By Tim Montgomerie
Follow Tim on Twitter
Iain Martin was once the loneliest pundit on Fleet Street – at least the loneliest centre right pundit. In opposition he called for George Osborne to be replaced as Shadow Chancellor. It was a brave call and I'm not sure his relations with the man who eventually became Chancellor ever quite recovered. Today Iain Martin isn't so lonely. Marginally more Tory members are dissatisfied with Mr Osborne's performance than are satisfied. Guido reports that "Osborne is the biggest drag on the ticket in Downing Street’s private polling". Only 3% of voters think he'd make a better leader than Cameron (59% think he'd be worse). On Saturday the Express' Patrick O'Flynn called for Mr Osborne to be sacked or at least moved. Today, from the pages of a newspaper that has been relentlessly anti-Osborne for some time, Trevor Kavanagh says Cameron is finished if he doesn't replace Osborne with Hague.
George Osborne has had a terrible few months and much of it of his own making. ConHome has argued for some time that he simply does too much – he's a part-time Chancellor during a full-time crisis. The second big problem is that he has an austerity policy but no adequate competitiveness or growth policy. Although I'm not unsympathetic to Mr Osborne's critics, therefore, I'm not in agreement with them on the question of reshuffling him. Here are my reasons…
Deficit credibility: First of all, as Jonathan Aitken reminded us on Friday in the context of Harold Macmillan's Night of the Long Knives, the main purpose of reshuffles is to change policy not personnel. If Osborne is moved international markets will not unreasonably see it in those terms. They won't think he's been moved because of the pasty tax u-turn but because the Coalition might be reconsidering its deficit policy. Keeping George Osborne at Number 11 Downing Street is the clearest possible signal that the Coalition isn't backing away from its central, defining purpose. Deficit reduction is imperilled by the lack of growth but it's been cut by a quarter. That's a good start.
Osborne's voice of sanity on key issues: Second, Osborne is on the correct and Right side of some of the most important arguments in the Government. He wants a more ambitious airports policy. He's pushing back on expensive climate change thinking. He's backing Gove on technical colleges. He and IDS now have a strong relationship and Number 11 is backing the universal credit policy. In the argument on 40p or 45p the Chancellor, as ConHome revealed, made the 'if-it-is-to-be-done-it-should-be-done-properly' case – but sadly lost. I also give him credit for leading the attack on Ed Balls. Who else is doing it? The centre right press have gone strangely silent about Ballsonomics.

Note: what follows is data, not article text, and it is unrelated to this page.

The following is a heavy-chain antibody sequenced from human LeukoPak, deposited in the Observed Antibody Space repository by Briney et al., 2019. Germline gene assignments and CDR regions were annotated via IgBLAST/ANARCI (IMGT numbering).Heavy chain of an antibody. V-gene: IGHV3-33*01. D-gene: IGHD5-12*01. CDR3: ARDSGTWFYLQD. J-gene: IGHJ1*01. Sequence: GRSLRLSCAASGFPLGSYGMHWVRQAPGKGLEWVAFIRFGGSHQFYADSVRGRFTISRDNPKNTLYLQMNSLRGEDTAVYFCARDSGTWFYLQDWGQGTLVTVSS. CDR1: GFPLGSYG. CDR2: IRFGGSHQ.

The Coalition, not Osborne, explains the growth timidity: Third, while Osborne may have been slow to argue for a growth strategy it's not his fault that we don't have one that is proportionate to the challenges. Cameron and Clegg blocked the cut to 40p. Huhne blocked sensible energy policies. Justine Greening blocks a third runway at Heathrow. Cable et al blocked Beecroft. The economic policy many want won't happen if Osborne moves. There's actually good reason to think the worst elements in the Coalition might be emboldened if he was. I have images of Lord Oakeshott dancing a little jig.
The lack of alternative: Fourth – who would replace him? Philip Hammond is beginning to get on top of the MoD brief. Is this the time for another merry-go-round for Defence? Hague loves being Foreign Secretary and is good at the job. Very good (although he could be bolder with the part of his EU brief). Michael Fallon would be my gun-to-the-head choice but it would be a massive promotion for a man who isn't even a minister at present. Some would love to see Davis or Redwood become Chancellor. This overlooks the fact that the PM needs someone in that brief who he completely knows (and trusts). The bottom line is that I really don't believe that Cameron wants to change the man who he has relied on so much over the last seven years. A trusting relationship between the First Lord of the Treasury and the Chancellor is worth a great deal and this administration has one.
A final thought. Let's get real. The Coalition is not in trouble because of Osborne. His ratings are poor but Nigel Lawson was never popular. Conservatives adore Lord Lawson today (and it's great to see him appointed to the Tyrie Committee) but he was seen as an overweight ideologue by many at the time. People choose governments on the basis of the party leader, their own economic well-being and the qualities of the alternative. Osborne's policies matter and those policies are as much the Coalition's as they are his. Move Osborne and the Government gains little but, more seriously, it risks communicating weaknesses. Osborne – and the Coalition – deserve more time.